While you were sleeping: Jitters over US debt ceiling

Hardship warning: US Treasury Secretary Timothy Geithner

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Wall Street was mixed as concerns about the US debt ceiling, and the potential impact on the economy, moved to the fore.

Treasury Secretary Timothy Geithner warned that failure to lift the $US16.4 trillion debt limit by early March would "impose severe economic hardship".

Fitch Ratings yesterday said it expects Congress will raise the debt ceiling and that the risk of a US sovereign default "remains extremely low".

However, failure to do so "in a timely manner will prompt a formal review of the US sovereign ratings", the ratings agency said in a statement.

Federal Reserve Bank of New York's general economic index fell to minus 7.8 in January from a revised minus 7.3 in December, signalling the sixth straight month of contraction for the region's manufacturing.

"The manufacturing sector in general has been stuck in neutral for several months now," Thomas Simons, an economist with Jefferies Group in New York, who had forecast an improvement in the Empire index to minus 2, told Bloomberg News. "It still hasn't shown any progress. We're still stuck in the mud here."

At least there was some relief from retail sales, which climbed a better-than-expected 0.5 percent last month after gaining 0.4 percent in November, according to Commerce Department data.

"Consumers continue to provide underlying support for the economy," Eric Green, chief economist at TD Securities in New York, told Reuters.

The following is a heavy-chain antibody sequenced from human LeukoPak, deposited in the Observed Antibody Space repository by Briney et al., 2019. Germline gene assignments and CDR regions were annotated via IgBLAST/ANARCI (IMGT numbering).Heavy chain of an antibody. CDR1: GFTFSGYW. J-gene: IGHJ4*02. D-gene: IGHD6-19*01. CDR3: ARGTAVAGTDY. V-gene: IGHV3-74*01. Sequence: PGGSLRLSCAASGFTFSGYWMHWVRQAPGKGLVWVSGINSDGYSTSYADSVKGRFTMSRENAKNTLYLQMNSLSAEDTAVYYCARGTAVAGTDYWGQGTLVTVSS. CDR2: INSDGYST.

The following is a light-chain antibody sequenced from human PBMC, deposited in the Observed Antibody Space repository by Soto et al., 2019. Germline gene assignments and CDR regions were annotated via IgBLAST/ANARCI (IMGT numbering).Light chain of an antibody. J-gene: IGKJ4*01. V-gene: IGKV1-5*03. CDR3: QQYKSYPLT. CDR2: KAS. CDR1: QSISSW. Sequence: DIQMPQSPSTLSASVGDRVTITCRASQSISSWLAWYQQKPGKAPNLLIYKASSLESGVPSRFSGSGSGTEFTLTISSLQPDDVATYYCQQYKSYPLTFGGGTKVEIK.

The report also helped underpin retail stocks, including JC Penney, last up 1.9 percent.

In afternoon trading in New York, the Dow Jones Industrial Average edged 0.02 percent lower, while the Standard & Poor's 500 Index slipped 0.01 percent and the Nasdaq Composite Index fell 0.24 percent.

In Europe, the Stoxx 600 Index finished the session with a decline of less than 0.1 percent from the previous close. The FTSE 100 managed a 0.2 percent gain, though France's CAC 40 slid 0.3 percent and Germany's DAX sank 0.7 percent.

The German economy probably contracted about 0.5 percent in the last three months of 2012, compared to the previous quarter, according to Federal Statistical Office data. For the whole of 2012, Europe's largest economy still grew, albeit at the slowest pace in three years.

Spain drew solid demand for its bond auction today, selling 5.75 billion euros of bills.

Italy is selling 6 billion euros of 15-year bonds via banks today, to be priced to yield 30 basis points more than the rate on the current benchmark, Bloomberg News reported, citing information from a person familiar with the offering, who asked not to be identified because terms have not been established.

The security will be set against the 4.5 percent bond due March 2026.

(BusinessDesk)


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